MOSCOW - The Russian Navy chief said Monday that the sinking of the Kursk nuclear submarine might have been caused by a practice torpedo with unstable fuel, and added that he had ordered the weapon taken off duty.
Adm. Vladimir Kuroyedov stopped short of saying that the Kursk's sinking during naval maneuvers in August 2000 was caused by a flaw in the torpedo. Kuroyedov said investigators were still considering a collision with another vessel or a World War II mine as possible reasons of the disaster, which killed all 118 men aboard and stunned the country.
Yet Russia's Prosecutor General Vladimir Ustinov, who flanked Kuroyedov at a news conference in the northern port of Murmansk to announce results of months of examination of the wrecked Kursk, said investigators had found no evidence of another vessel's presence near the Kursk in the Barents Sea at the time, the Interfax and ITAR-Tass news agencies reported.
Russian officials have long said that the explosion of a practice torpedo triggered the larger blast that roared through the massive vessel and destroyed it. But they have yet to determine what prompted the initial explosion, despite extensive investigation since the Kursk was raised to the surface last fall.
Immediately after the disaster, Russian navy admirals claimed that the explosions could have been triggered by a collision with a Western submarine shadowing the Kursk.
Both the United States and Britain, which had their submarines in the Barents Sea, have denied involvement, and most independent specialists dismissed the collision theory and pointed at a torpedo malfunction as the most plausible cause.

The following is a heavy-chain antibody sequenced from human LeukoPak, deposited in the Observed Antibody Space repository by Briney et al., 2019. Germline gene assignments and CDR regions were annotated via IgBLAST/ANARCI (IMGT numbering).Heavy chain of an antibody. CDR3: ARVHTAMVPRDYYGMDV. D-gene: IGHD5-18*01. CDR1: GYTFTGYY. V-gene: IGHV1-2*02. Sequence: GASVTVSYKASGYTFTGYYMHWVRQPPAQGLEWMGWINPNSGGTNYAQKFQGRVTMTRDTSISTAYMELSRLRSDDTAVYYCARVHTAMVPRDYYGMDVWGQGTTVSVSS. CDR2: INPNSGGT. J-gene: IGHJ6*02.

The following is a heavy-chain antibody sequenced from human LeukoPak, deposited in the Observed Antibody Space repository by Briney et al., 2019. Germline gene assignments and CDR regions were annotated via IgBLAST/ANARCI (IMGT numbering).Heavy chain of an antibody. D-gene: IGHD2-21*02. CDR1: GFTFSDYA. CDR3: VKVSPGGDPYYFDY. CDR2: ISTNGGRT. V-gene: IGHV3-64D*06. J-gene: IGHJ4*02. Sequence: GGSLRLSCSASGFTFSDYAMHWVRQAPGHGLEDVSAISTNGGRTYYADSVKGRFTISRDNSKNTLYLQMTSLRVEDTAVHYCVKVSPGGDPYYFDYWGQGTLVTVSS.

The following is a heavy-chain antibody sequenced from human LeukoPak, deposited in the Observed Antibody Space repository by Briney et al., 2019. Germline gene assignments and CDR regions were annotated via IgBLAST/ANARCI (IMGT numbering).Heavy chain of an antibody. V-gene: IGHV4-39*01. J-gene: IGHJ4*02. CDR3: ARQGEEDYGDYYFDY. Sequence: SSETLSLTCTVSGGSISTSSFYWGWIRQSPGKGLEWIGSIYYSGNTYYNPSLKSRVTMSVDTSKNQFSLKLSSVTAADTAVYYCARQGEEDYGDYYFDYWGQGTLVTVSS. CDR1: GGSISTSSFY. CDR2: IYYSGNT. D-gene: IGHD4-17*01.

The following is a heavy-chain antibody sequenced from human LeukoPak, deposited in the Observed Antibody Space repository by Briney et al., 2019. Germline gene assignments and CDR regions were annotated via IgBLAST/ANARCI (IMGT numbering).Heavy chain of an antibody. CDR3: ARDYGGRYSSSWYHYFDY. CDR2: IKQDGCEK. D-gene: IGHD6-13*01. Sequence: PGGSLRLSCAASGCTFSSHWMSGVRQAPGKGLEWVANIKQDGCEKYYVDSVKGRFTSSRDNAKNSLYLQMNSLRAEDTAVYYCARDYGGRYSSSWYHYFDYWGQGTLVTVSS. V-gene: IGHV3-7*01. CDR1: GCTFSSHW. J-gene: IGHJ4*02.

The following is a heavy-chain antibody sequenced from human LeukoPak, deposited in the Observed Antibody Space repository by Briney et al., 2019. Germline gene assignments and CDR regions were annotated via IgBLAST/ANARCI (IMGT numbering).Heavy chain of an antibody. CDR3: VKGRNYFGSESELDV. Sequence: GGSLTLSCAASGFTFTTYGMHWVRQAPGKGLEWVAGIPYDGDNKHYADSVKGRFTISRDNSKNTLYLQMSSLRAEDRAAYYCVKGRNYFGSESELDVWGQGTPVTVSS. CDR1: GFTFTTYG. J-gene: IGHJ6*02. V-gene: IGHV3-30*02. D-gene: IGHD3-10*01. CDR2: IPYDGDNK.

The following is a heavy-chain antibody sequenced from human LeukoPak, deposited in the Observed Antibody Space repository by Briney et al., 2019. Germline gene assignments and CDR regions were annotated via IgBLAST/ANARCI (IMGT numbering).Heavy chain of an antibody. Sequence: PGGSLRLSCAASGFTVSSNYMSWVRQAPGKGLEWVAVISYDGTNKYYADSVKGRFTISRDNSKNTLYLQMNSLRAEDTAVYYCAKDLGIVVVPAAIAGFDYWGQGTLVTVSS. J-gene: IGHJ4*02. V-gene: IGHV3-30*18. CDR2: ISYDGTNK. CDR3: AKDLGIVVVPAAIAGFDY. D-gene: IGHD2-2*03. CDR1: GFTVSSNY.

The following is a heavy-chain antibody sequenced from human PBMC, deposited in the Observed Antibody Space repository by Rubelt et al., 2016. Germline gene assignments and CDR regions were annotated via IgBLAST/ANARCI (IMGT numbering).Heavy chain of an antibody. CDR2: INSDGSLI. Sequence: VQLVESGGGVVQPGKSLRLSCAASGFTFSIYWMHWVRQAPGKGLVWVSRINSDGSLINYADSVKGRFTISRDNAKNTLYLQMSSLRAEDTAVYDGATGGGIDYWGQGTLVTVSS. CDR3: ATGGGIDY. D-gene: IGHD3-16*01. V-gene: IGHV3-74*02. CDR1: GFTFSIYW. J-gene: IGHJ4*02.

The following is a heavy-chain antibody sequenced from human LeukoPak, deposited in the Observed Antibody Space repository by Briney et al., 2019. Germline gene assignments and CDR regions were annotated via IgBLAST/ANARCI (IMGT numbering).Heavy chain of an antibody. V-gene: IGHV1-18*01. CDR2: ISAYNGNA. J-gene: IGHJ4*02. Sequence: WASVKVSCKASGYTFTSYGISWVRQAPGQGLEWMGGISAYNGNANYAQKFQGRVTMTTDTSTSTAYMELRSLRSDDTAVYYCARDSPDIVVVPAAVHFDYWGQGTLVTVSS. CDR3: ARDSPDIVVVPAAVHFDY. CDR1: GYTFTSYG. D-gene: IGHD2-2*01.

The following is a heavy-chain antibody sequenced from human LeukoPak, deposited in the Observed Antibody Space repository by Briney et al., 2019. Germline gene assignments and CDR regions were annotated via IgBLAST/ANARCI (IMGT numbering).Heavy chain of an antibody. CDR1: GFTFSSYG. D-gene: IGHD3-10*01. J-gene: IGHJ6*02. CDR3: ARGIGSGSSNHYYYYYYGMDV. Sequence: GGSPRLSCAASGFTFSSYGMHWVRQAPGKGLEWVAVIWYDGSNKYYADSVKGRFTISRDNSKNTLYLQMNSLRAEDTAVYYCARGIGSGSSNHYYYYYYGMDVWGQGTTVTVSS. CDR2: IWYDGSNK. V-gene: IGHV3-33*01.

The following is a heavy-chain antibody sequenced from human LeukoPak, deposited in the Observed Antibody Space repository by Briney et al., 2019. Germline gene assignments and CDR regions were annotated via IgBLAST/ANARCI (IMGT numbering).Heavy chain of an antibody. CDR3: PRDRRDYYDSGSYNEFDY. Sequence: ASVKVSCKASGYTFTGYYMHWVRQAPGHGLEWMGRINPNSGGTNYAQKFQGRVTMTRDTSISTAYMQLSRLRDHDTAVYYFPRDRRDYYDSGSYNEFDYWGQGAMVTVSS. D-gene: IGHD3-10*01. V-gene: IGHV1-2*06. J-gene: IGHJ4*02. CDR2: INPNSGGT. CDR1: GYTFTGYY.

While stopping short of blaming the torpedo for the disaster, Kuroyedov admitted that the navy had "placed unfounded trust" in the weapon propelled by highly volatile hydrogen peroxide, which in case of a leak could have caused a powerful explosion of the kind the Kursk suffered.
"It's highly unstable and its contact with certain metals may cause unpredictable consequences," Kuroyedov said.
Kuroyedov mentioned a leak of hydrogen peroxide that caused the 1955 sinking of the British submarine HMS Sidon, in which 13 men died. The accident prompted Britain and other nations to stop using the chemical, but the Soviet and later Russian navy has used such torpedoes since 1957.
Russian officials said the Kursk's practice torpedo had an experimental battery, but was otherwise standard. They denied the claim by some Kursk sailors' relatives and Russian media that the submarine crew had previously reported trouble with the torpedo to their superiors.
Ustinov told President Vladimir Putin last fall that investigation had revealed that the naval maneuvers during which the Kursk sank were poorly organized. Last December, Putin fired Northern Fleet chief Adm. Vyacheslav Popov and demoted other admirals, though naval officials insisted then that the changes weren't linked to the Kursk.
Ustinov said Monday that the probe had revealed "serious violations by both Northern Fleet chiefs and the Kursk crew." The Kursk had gone to sea with both its emergency antenna and buoy incapacitated.
In another development Monday, Putin demoted Deputy Prime Minister Ilya Klebanov, who was in charge of the Kursk's rescue operation and probe, to industry and technology minister. Klebanov oversaw industry in his previous capacity, and the Kremlin said the move was intended to help him concentrate on this sector.
The Kursk's fore section, which is thought to contain additional clues to the disaster, was sawed off and left on the sea bottom when the rest was lifted. The navy is planning to raise some of the bow's fragments this summer.
Investigators have retrieved remains of 94 of the Kursk's 118 crewmen, 91 of which have been identified. Ustinov said remains of the Kursk skipper, Capt. Gennady Lyachin, could be among fragments of bodies which haven't yet been identified.